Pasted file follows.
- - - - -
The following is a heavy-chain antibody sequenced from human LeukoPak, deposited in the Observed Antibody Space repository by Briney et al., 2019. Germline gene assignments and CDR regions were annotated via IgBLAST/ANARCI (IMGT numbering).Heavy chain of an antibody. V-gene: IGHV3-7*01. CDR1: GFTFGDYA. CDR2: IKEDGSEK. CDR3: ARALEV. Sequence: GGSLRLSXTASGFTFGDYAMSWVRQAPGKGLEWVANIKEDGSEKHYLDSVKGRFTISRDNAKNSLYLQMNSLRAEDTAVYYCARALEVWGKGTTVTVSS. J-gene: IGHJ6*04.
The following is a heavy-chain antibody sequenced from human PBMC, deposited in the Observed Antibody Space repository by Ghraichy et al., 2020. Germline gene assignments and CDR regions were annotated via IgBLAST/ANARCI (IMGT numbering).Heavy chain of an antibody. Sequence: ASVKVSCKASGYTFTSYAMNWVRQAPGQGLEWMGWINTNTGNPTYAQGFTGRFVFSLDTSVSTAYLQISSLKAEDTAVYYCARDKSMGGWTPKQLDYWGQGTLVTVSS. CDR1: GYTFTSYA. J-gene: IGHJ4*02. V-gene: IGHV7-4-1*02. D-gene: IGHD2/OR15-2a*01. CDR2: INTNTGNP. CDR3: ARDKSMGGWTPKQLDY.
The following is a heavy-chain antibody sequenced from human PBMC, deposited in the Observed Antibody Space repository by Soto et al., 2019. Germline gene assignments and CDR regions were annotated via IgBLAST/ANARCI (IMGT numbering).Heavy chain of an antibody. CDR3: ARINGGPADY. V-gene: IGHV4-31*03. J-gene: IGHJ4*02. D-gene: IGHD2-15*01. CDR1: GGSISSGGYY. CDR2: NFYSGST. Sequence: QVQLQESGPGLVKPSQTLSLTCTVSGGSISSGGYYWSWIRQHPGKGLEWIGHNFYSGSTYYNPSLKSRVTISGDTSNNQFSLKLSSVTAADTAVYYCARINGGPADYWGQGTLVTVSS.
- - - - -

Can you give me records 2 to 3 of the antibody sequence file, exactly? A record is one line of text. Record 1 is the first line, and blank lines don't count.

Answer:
The following is a heavy-chain antibody sequenced from human PBMC, deposited in the Observed Antibody Space repository by Ghraichy et al., 2020. Germline gene assignments and CDR regions were annotated via IgBLAST/ANARCI (IMGT numbering).Heavy chain of an antibody. Sequence: ASVKVSCKASGYTFTSYAMNWVRQAPGQGLEWMGWINTNTGNPTYAQGFTGRFVFSLDTSVSTAYLQISSLKAEDTAVYYCARDKSMGGWTPKQLDYWGQGTLVTVSS. CDR1: GYTFTSYA. J-gene: IGHJ4*02. V-gene: IGHV7-4-1*02. D-gene: IGHD2/OR15-2a*01. CDR2: INTNTGNP. CDR3: ARDKSMGGWTPKQLDY.
The following is a heavy-chain antibody sequenced from human PBMC, deposited in the Observed Antibody Space repository by Soto et al., 2019. Germline gene assignments and CDR regions were annotated via IgBLAST/ANARCI (IMGT numbering).Heavy chain of an antibody. CDR3: ARINGGPADY. V-gene: IGHV4-31*03. J-gene: IGHJ4*02. D-gene: IGHD2-15*01. CDR1: GGSISSGGYY. CDR2: NFYSGST. Sequence: QVQLQESGPGLVKPSQTLSLTCTVSGGSISSGGYYWSWIRQHPGKGLEWIGHNFYSGSTYYNPSLKSRVTISGDTSNNQFSLKLSSVTAADTAVYYCARINGGPADYWGQGTLVTVSS.